I was in Korea from October to the following May. I did not see much of the summer heat. January and February were cold, but nothing like it was in the Chosin Reservoir. There, the weather was miserable, but we were too cold to expound on the temperature. We were just as miserable at minus twenty as at minus thirty. The wind seemed to cut right through our seven to eight layers of clothing. We had a high percentage of frostbite. The ground was covered with snow, but it did not snow all the time. It was fairly worn down in most places, but certainly deep on the surrounding hills. We had to eat the snow in order to get water, since all of our canteens or water containers were frozen solid.

I do not even recall having a cold while I was in Korea, in spite of the weather conditions. In the Chosin Reservoir we wore several layers of clothes. Starting from the inside we had thermal underwear, next a wool shirt, next a dungaree jacket, next a wool sweater (this created an air space which held body heat), next a field jacket, and finally, a hooded parka. We had thick mittens with a single trigger finger. We wore shoepacks that did not do the job. First, they caused the feet to sweat and then freeze. It was critical to keep the feet dry to avoid frostbite. I had four or five extra pair of socks between the layers of my clothing. Every chance I had, I changed to a dry pair. I believe this kept me from getting frostbite. In spite of this, it was still miserably cold in the twenty to thirty degrees below zero weather we faced in Chosin. Some people got to spend some time in tents with stoves, but I never had that opportunity.

The M1 rifles and especially the carbines froze up on occasion. Many of us tried to find single-shot rifles rather than trust the semiautomatic ones. The canned rations were frozen solid because it got down to thirty degrees below zero. When we could, we all had to chop the ration cans open with a bayonet, chip off a block, and put it in our mouth until it thawed out. The same applied to water. Obviously all of our canteens were frozen solid. [We could] . . . eat snow to get water or do without. The one food that was most available was the Tootsie Roll. We had our pockets filed with them. We could bite off a part of one and hold it in our mouth until it thawed out. The biggest problem was eliminating or urinating. It was impossible to do so without working through seven or eight layers of clothing and then risking the possibility of frostbite or freezing. Any vehicles that were not kept running continuously would not start. In the event that happened, they were pushed to the side so that they would not hold up the rest of the column. Most were destroyed so that the enemy could not use them.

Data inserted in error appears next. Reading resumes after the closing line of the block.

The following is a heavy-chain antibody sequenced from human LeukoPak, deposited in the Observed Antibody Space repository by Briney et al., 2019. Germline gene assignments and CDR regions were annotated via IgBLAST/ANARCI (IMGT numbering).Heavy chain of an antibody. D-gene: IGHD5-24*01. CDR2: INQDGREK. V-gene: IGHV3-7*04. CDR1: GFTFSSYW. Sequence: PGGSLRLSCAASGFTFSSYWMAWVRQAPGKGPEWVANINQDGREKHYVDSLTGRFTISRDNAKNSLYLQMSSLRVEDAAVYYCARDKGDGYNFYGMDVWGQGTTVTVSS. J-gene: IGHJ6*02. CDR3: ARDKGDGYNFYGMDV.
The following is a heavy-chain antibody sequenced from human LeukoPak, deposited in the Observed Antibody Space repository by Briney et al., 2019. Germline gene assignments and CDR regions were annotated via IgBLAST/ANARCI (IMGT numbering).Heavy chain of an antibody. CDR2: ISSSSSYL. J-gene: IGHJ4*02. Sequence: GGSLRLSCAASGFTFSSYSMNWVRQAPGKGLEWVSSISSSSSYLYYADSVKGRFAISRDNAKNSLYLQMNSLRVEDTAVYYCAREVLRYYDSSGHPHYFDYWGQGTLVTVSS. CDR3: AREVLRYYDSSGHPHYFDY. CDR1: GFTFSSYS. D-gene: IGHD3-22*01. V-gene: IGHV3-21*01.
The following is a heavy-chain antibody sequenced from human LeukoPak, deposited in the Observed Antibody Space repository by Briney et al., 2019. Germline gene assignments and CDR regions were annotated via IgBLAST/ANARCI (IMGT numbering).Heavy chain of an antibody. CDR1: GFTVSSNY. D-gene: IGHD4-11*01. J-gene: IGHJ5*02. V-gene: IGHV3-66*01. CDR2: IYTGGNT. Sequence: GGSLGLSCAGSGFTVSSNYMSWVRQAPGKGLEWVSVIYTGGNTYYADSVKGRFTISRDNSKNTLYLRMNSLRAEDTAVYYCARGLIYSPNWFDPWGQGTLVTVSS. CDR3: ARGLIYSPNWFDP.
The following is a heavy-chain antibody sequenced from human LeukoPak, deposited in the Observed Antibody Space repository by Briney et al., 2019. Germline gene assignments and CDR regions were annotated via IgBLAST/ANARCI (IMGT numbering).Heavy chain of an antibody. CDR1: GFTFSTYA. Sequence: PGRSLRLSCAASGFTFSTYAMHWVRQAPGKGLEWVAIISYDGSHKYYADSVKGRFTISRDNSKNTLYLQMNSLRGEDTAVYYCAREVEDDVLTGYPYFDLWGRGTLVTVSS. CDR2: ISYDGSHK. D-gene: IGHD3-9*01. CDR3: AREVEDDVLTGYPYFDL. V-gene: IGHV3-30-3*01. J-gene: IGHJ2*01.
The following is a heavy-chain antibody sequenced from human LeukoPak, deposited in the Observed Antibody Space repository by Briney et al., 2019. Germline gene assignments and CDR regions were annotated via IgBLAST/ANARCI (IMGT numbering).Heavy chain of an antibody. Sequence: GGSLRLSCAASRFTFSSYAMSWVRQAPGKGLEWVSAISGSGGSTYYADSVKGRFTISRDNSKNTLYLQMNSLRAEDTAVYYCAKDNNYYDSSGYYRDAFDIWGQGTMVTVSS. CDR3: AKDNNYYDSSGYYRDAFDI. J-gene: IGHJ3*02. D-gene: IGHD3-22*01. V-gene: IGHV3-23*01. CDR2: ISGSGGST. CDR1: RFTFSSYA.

The spirits of the Marines were low. We knew that there was a chance that we would never be able to break through the numerically superior Chinese forces. If one was lucky enough to avoid frostbite on the nose or the feet or hands by keeping active, the biggest effect of the cold was becoming lethargic and sluggish. It was a burden to just move. I began to doubt that I would ever escape alive. I even envied those wounded that were being flown out to a warm hospital environment.

The weather affected air support, because if the pilots could not see the enemy, they could not support us. There were many days when this was the case. Air support was one of the main reasons we were able to escape the entrapment. If the enemy had had the type of air support we had, we likely would not have made it. We received airdrops of ammunition, rations, and medical supplies. They were life saving. Some landed outside of our perimeter and fell into enemy hands, some were damaged in the drop, and sometimes a parachute would not open. But those supplies we managed to receive were mostly usable.

The best way for me to describe my own personal experience in the withdrawal from Chosin is to describe a particular night that stands out in my memory. We were moving south out of Hagaru, and I was sent up to the top of a hill along with fifty or so other Marines. Our units were in no particular place by now, and many were from different platoons or companies. The officers just grabbed whoever was available. We reached the top with about an hour or so of daylight still left. We formed a line along the top of the ridge with a machine gun on our right flank. There was a natural depression in the earth there. It was an ideal place for the machine gun.